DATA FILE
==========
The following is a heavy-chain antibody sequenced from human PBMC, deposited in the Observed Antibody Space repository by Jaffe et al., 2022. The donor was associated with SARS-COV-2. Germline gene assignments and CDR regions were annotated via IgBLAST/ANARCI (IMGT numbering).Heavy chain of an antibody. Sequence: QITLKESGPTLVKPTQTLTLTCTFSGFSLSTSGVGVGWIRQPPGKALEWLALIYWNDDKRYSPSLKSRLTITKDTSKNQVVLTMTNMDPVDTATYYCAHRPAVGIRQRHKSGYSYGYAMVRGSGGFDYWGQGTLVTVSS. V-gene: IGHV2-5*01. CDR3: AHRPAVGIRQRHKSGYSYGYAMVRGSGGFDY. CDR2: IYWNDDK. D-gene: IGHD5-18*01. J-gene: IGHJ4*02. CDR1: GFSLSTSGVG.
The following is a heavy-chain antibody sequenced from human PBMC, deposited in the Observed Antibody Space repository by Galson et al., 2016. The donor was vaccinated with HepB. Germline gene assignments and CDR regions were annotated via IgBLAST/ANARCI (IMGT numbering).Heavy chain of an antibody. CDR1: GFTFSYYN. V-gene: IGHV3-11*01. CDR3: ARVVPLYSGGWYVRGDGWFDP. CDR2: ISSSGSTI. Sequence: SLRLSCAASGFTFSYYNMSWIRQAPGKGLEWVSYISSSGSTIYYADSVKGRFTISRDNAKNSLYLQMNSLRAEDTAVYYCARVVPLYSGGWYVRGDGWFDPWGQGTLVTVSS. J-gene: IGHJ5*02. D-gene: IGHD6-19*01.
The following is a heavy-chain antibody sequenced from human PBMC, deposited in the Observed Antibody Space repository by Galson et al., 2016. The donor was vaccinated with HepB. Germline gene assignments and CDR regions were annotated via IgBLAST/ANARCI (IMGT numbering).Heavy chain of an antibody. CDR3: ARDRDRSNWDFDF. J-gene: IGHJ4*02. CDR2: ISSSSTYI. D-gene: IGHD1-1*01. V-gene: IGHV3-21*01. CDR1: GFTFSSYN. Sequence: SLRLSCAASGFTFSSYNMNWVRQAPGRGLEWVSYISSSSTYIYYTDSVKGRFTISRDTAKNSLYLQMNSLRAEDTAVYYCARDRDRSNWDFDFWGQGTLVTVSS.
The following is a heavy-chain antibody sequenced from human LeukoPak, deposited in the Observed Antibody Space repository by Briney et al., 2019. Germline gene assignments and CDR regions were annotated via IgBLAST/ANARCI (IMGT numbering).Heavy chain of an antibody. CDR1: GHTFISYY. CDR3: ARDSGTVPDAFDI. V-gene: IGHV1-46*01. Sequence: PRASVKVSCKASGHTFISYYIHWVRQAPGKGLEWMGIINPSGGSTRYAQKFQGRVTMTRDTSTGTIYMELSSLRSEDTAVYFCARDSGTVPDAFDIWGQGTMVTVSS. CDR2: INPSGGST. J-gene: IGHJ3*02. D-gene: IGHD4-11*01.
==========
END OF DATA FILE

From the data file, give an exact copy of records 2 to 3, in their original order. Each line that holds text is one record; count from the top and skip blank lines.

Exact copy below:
The following is a heavy-chain antibody sequenced from human PBMC, deposited in the Observed Antibody Space repository by Galson et al., 2016. The donor was vaccinated with HepB. Germline gene assignments and CDR regions were annotated via IgBLAST/ANARCI (IMGT numbering).Heavy chain of an antibody. CDR1: GFTFSYYN. V-gene: IGHV3-11*01. CDR3: ARVVPLYSGGWYVRGDGWFDP. CDR2: ISSSGSTI. Sequence: SLRLSCAASGFTFSYYNMSWIRQAPGKGLEWVSYISSSGSTIYYADSVKGRFTISRDNAKNSLYLQMNSLRAEDTAVYYCARVVPLYSGGWYVRGDGWFDPWGQGTLVTVSS. J-gene: IGHJ5*02. D-gene: IGHD6-19*01.
The following is a heavy-chain antibody sequenced from human PBMC, deposited in the Observed Antibody Space repository by Galson et al., 2016. The donor was vaccinated with HepB. Germline gene assignments and CDR regions were annotated via IgBLAST/ANARCI (IMGT numbering).Heavy chain of an antibody. CDR3: ARDRDRSNWDFDF. J-gene: IGHJ4*02. CDR2: ISSSSTYI. D-gene: IGHD1-1*01. V-gene: IGHV3-21*01. CDR1: GFTFSSYN. Sequence: SLRLSCAASGFTFSSYNMNWVRQAPGRGLEWVSYISSSSTYIYYTDSVKGRFTISRDTAKNSLYLQMNSLRAEDTAVYYCARDRDRSNWDFDFWGQGTLVTVSS.